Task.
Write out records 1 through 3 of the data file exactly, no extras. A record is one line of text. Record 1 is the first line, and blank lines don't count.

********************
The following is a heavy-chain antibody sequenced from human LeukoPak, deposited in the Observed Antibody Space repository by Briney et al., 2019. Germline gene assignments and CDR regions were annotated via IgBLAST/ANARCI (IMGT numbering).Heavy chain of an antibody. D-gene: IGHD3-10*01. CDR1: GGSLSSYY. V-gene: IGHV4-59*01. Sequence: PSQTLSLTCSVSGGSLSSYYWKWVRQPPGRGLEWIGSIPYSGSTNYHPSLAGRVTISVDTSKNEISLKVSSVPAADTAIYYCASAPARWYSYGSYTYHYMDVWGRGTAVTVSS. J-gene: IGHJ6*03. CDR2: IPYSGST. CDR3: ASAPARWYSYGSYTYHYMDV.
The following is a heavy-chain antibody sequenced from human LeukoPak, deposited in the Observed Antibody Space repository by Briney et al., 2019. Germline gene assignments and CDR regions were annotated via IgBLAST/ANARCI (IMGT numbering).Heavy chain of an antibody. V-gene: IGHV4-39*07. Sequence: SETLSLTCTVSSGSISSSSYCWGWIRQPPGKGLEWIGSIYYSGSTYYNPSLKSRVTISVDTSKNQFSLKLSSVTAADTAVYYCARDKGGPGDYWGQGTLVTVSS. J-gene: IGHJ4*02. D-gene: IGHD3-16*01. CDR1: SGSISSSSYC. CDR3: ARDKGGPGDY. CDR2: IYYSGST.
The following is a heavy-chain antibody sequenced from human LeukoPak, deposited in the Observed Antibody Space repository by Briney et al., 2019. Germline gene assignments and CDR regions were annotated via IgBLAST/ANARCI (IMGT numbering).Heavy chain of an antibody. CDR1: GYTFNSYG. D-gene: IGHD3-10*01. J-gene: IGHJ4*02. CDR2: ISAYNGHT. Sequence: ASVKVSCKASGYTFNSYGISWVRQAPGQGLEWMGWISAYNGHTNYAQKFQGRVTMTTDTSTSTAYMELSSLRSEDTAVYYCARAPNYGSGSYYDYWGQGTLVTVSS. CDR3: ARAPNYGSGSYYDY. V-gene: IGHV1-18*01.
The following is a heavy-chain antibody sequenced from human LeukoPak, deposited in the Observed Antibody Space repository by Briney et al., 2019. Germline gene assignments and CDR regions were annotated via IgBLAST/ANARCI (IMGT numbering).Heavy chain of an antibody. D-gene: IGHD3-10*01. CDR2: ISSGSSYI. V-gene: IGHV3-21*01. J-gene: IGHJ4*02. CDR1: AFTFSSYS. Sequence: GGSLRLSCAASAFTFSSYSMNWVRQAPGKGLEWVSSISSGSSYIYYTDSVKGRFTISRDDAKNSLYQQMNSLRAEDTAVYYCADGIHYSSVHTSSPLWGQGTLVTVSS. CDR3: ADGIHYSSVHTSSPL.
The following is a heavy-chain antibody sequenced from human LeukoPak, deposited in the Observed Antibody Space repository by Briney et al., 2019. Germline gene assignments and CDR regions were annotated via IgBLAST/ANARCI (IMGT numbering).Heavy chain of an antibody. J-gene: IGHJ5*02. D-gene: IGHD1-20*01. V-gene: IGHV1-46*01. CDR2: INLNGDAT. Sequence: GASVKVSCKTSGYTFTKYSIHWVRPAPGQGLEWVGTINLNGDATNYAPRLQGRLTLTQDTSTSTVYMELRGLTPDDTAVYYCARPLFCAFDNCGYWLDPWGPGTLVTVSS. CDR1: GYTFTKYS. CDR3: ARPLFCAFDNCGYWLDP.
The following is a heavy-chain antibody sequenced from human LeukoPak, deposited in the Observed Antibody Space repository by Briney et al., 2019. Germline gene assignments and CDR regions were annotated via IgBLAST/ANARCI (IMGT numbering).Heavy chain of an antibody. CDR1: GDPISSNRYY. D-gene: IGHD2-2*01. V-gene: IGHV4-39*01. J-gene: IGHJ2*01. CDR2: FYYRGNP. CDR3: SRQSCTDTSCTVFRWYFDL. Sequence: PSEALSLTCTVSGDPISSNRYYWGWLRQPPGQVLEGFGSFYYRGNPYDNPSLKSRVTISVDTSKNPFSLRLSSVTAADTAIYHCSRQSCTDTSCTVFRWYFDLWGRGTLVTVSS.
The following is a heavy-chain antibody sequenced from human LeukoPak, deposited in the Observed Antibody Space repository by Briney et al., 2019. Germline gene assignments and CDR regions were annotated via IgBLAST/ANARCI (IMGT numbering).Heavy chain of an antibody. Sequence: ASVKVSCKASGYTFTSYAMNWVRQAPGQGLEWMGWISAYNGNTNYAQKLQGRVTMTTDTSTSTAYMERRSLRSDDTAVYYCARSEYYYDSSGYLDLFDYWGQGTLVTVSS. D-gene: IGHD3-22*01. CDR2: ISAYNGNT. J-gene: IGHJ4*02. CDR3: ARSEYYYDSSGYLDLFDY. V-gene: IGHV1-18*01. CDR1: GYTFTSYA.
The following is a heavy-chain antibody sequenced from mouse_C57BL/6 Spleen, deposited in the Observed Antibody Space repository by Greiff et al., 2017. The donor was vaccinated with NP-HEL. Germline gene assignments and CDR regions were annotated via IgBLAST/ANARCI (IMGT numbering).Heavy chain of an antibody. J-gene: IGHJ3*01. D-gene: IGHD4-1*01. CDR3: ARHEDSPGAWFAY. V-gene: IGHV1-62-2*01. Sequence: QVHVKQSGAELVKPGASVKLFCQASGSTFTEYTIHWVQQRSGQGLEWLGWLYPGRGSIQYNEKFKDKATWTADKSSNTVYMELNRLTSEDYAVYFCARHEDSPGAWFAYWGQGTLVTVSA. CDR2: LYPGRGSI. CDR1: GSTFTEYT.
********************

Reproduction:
The following is a heavy-chain antibody sequenced from human LeukoPak, deposited in the Observed Antibody Space repository by Briney et al., 2019. Germline gene assignments and CDR regions were annotated via IgBLAST/ANARCI (IMGT numbering).Heavy chain of an antibody. D-gene: IGHD3-10*01. CDR1: GGSLSSYY. V-gene: IGHV4-59*01. Sequence: PSQTLSLTCSVSGGSLSSYYWKWVRQPPGRGLEWIGSIPYSGSTNYHPSLAGRVTISVDTSKNEISLKVSSVPAADTAIYYCASAPARWYSYGSYTYHYMDVWGRGTAVTVSS. J-gene: IGHJ6*03. CDR2: IPYSGST. CDR3: ASAPARWYSYGSYTYHYMDV.
The following is a heavy-chain antibody sequenced from human LeukoPak, deposited in the Observed Antibody Space repository by Briney et al., 2019. Germline gene assignments and CDR regions were annotated via IgBLAST/ANARCI (IMGT numbering).Heavy chain of an antibody. V-gene: IGHV4-39*07. Sequence: SETLSLTCTVSSGSISSSSYCWGWIRQPPGKGLEWIGSIYYSGSTYYNPSLKSRVTISVDTSKNQFSLKLSSVTAADTAVYYCARDKGGPGDYWGQGTLVTVSS. J-gene: IGHJ4*02. D-gene: IGHD3-16*01. CDR1: SGSISSSSYC. CDR3: ARDKGGPGDY. CDR2: IYYSGST.
The following is a heavy-chain antibody sequenced from human LeukoPak, deposited in the Observed Antibody Space repository by Briney et al., 2019. Germline gene assignments and CDR regions were annotated via IgBLAST/ANARCI (IMGT numbering).Heavy chain of an antibody. CDR1: GYTFNSYG. D-gene: IGHD3-10*01. J-gene: IGHJ4*02. CDR2: ISAYNGHT. Sequence: ASVKVSCKASGYTFNSYGISWVRQAPGQGLEWMGWISAYNGHTNYAQKFQGRVTMTTDTSTSTAYMELSSLRSEDTAVYYCARAPNYGSGSYYDYWGQGTLVTVSS. CDR3: ARAPNYGSGSYYDY. V-gene: IGHV1-18*01.